A chef at a Mexican restaurant, Alvaro Tejeda skipped work Dec. 12 to protest the repeal of a law allowing undocumented immigrants to apply for driver's licenses.

Tejeda expected he might receive a warning, or get demoted. Instead, he says, he was fired the next day.

Advocates say they've heard from dozens of workers like Tejeda who claim they lost their jobs because they missed work to join the one-day economic strike. Though it's been tough getting by without a job, many who were fired say they believe the boycott was a success, and some are hoping to join similar actions planned for May and December

"The more we are, the more we'll be able to make ourselves be heard," said Tejeda, a 23-year-old, undocumented Mexican immigrant who lives in San Jose. "We have to support each other."

Tejeda's former employer, El Torito Restaurant (search), issued a statement saying employees were terminated because they violated a company attendance policy. Tejeda says he told his supervisor ahead of time he might observe the boycott.

It's unclear how many people participated overall; organizers estimate tens of thousands joined throughout the state.

Salvador Sandoval, a founder of Latino Focus (search) in Redwood City, said his group has received about 150 phone calls from people who lost their jobs after the strike. Hispanic organizations have held community workshops to help people find new jobs and get training and legal help, said Sandoval who has spoken at five such meetings.

If their employer has a leave policy, employees cannot be denied a day off from work because they plan to engage in political activities, said Tomas Margain, a San Francisco attorney who spoke at one of the workshops.

But most workers he talked to didn't ask for, or were denied, time off that day and may have little recourse, he said. Some mistakenly believed their employer supported the boycott, while others thought they were secure because so many co-workers were missing work. Some just decided to take a risk.

Organizers of the boycott say they have been trying to help workers get their jobs back. In Northern California, activists heard from more than 400 people who lost their jobs, and all but 30 were reinstated after advocates spoke with their employers, said Nativo Lopez, president of the Mexican American Political Association (search). In Southern California, the group has heard from about 20 employees; half got their jobs back, he said.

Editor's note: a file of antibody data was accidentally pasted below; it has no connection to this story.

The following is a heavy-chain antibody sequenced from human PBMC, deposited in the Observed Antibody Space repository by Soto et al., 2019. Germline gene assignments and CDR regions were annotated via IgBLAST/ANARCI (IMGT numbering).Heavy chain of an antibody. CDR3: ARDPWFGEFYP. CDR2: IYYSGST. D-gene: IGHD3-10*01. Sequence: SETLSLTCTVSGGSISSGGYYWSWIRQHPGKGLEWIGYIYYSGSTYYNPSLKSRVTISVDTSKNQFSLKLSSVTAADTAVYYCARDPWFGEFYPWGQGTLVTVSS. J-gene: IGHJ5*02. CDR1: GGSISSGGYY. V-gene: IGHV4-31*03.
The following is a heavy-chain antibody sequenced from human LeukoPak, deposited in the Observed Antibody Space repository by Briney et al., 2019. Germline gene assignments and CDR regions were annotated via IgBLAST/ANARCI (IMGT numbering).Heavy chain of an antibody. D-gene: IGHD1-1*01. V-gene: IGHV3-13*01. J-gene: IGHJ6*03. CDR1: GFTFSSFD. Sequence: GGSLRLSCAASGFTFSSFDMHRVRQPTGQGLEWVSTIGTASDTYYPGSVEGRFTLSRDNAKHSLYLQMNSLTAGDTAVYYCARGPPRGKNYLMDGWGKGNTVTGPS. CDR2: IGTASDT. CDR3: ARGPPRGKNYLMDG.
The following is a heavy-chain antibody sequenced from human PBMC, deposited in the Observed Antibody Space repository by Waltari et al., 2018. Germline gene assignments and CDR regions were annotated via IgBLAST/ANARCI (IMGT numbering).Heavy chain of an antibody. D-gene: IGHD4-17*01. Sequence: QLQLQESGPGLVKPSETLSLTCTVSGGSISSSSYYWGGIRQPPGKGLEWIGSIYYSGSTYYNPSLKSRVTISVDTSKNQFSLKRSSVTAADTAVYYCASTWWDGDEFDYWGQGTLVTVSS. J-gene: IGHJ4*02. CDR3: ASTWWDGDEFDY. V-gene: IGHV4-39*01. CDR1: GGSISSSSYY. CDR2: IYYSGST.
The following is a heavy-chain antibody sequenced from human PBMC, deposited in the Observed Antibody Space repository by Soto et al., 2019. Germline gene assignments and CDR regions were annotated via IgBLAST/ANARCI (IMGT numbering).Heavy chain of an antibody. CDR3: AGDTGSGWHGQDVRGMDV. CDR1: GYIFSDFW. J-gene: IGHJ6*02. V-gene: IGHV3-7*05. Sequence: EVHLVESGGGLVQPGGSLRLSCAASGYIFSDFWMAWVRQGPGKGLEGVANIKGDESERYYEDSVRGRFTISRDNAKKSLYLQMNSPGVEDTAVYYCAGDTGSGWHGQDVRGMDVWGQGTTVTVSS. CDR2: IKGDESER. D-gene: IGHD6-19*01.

"With the literally tens of thousands of workers that participated, it's a minute number of people," Lopez said. "With every social movement, there's always a byproduct of direct action."

The economic strike underlined the importance of immigration issues in this state, where one in four residents is foreign-born. Critics have said allowing illegal immigrants to get driver's license is "a free pass" that could allow terrorists and other criminals into the state.

Though Gov. Arnold Schwarzenegger (search) signed legislation repealing the driver's license law, he has indicated he is willing to consider a similar bill if it had more security safeguards.

Tejeda, who has lived in the United States for eight years, said police have impounded his cars four times after finding he had no driver's license and no insurance. Each time, he had to pay about $800 to get his car back and $600 in fines.

"There are a lot of times we have to take our child to the doctor. Sometimes we live faraway from our jobs. At night sometimes there are no buses. We have to drive," Tejeda said. With driver's licenses, "the government would have a better eye on us."

Undocumented immigrants weren't the only ones in the protest.

"It's important to show those people that do not have documents that the rest of us are there supporting them," said Gustavo Torres, who skipped work at a window manufacturing plant in Hollister, a city about 90 miles south of San Francisco.

He was one of about 30 workers who joined the strike after a supervisor told them to "get together" and "support your cause," Torres said. "We had the feeling he supported us."

Instead, many were fired, he said. The company did not return calls from The Associated Press.

Activists will advise people to ask for a day off well ahead of the next strike, said Isabel Villavicencio, an organizer with San Jose-based Community Volunteers. They're also compiling a list of activities -- not buying grocery or gas, for example -- that people can choose from, without risking their jobs, Sandoval said.

Though she lost her job at a fast food restaurant after the strike, Nicolasa Chacon of Menlo Park said she's determined to join the next action.

"I will tell our people to gain courage and participate in the boycott," she said. "We have to take the risk."